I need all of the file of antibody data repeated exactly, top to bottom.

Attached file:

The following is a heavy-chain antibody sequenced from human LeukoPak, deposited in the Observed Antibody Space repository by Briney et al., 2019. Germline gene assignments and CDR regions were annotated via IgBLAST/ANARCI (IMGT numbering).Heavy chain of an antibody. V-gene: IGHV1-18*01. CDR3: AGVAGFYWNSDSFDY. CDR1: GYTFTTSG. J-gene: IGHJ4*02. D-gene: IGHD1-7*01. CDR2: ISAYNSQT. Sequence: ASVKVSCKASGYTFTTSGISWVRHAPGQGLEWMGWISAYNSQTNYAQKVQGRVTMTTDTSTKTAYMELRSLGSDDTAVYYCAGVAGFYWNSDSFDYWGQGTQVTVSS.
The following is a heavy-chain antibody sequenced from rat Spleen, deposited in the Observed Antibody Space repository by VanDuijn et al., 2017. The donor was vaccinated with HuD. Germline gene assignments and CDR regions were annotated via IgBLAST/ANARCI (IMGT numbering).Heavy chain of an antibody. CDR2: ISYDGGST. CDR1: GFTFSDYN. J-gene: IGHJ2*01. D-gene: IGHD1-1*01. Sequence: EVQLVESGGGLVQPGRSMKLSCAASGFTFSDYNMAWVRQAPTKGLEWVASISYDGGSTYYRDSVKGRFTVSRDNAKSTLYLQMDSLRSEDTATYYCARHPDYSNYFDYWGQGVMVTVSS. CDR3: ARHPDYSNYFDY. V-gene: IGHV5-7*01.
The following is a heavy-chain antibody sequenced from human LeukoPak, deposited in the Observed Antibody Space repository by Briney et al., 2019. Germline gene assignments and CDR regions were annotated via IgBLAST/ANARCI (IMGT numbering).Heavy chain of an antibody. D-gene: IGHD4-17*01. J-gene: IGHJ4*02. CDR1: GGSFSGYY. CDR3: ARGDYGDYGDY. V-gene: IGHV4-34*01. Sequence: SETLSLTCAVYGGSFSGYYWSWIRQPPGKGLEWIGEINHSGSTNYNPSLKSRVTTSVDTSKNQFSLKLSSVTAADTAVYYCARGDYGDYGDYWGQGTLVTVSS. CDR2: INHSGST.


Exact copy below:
The following is a heavy-chain antibody sequenced from human LeukoPak, deposited in the Observed Antibody Space repository by Briney et al., 2019. Germline gene assignments and CDR regions were annotated via IgBLAST/ANARCI (IMGT numbering).Heavy chain of an antibody. V-gene: IGHV1-18*01. CDR3: AGVAGFYWNSDSFDY. CDR1: GYTFTTSG. J-gene: IGHJ4*02. D-gene: IGHD1-7*01. CDR2: ISAYNSQT. Sequence: ASVKVSCKASGYTFTTSGISWVRHAPGQGLEWMGWISAYNSQTNYAQKVQGRVTMTTDTSTKTAYMELRSLGSDDTAVYYCAGVAGFYWNSDSFDYWGQGTQVTVSS.
The following is a heavy-chain antibody sequenced from rat Spleen, deposited in the Observed Antibody Space repository by VanDuijn et al., 2017. The donor was vaccinated with HuD. Germline gene assignments and CDR regions were annotated via IgBLAST/ANARCI (IMGT numbering).Heavy chain of an antibody. CDR2: ISYDGGST. CDR1: GFTFSDYN. J-gene: IGHJ2*01. D-gene: IGHD1-1*01. Sequence: EVQLVESGGGLVQPGRSMKLSCAASGFTFSDYNMAWVRQAPTKGLEWVASISYDGGSTYYRDSVKGRFTVSRDNAKSTLYLQMDSLRSEDTATYYCARHPDYSNYFDYWGQGVMVTVSS. CDR3: ARHPDYSNYFDY. V-gene: IGHV5-7*01.
The following is a heavy-chain antibody sequenced from human LeukoPak, deposited in the Observed Antibody Space repository by Briney et al., 2019. Germline gene assignments and CDR regions were annotated via IgBLAST/ANARCI (IMGT numbering).Heavy chain of an antibody. D-gene: IGHD4-17*01. J-gene: IGHJ4*02. CDR1: GGSFSGYY. CDR3: ARGDYGDYGDY. V-gene: IGHV4-34*01. Sequence: SETLSLTCAVYGGSFSGYYWSWIRQPPGKGLEWIGEINHSGSTNYNPSLKSRVTTSVDTSKNQFSLKLSSVTAADTAVYYCARGDYGDYGDYWGQGTLVTVSS. CDR2: INHSGST.